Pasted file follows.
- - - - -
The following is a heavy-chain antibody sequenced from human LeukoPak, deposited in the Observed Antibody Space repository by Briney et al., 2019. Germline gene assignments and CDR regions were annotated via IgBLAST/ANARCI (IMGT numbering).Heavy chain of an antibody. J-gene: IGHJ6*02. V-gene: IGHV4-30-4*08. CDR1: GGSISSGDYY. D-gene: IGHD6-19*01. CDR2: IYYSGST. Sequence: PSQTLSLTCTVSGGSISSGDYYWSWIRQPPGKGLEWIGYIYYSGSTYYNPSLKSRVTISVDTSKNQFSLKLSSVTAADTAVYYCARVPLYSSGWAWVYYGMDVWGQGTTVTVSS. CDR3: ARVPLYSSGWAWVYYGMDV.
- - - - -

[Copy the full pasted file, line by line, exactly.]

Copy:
The following is a heavy-chain antibody sequenced from human LeukoPak, deposited in the Observed Antibody Space repository by Briney et al., 2019. Germline gene assignments and CDR regions were annotated via IgBLAST/ANARCI (IMGT numbering).Heavy chain of an antibody. J-gene: IGHJ6*02. V-gene: IGHV4-30-4*08. CDR1: GGSISSGDYY. D-gene: IGHD6-19*01. CDR2: IYYSGST. Sequence: PSQTLSLTCTVSGGSISSGDYYWSWIRQPPGKGLEWIGYIYYSGSTYYNPSLKSRVTISVDTSKNQFSLKLSSVTAADTAVYYCARVPLYSSGWAWVYYGMDVWGQGTTVTVSS. CDR3: ARVPLYSSGWAWVYYGMDV.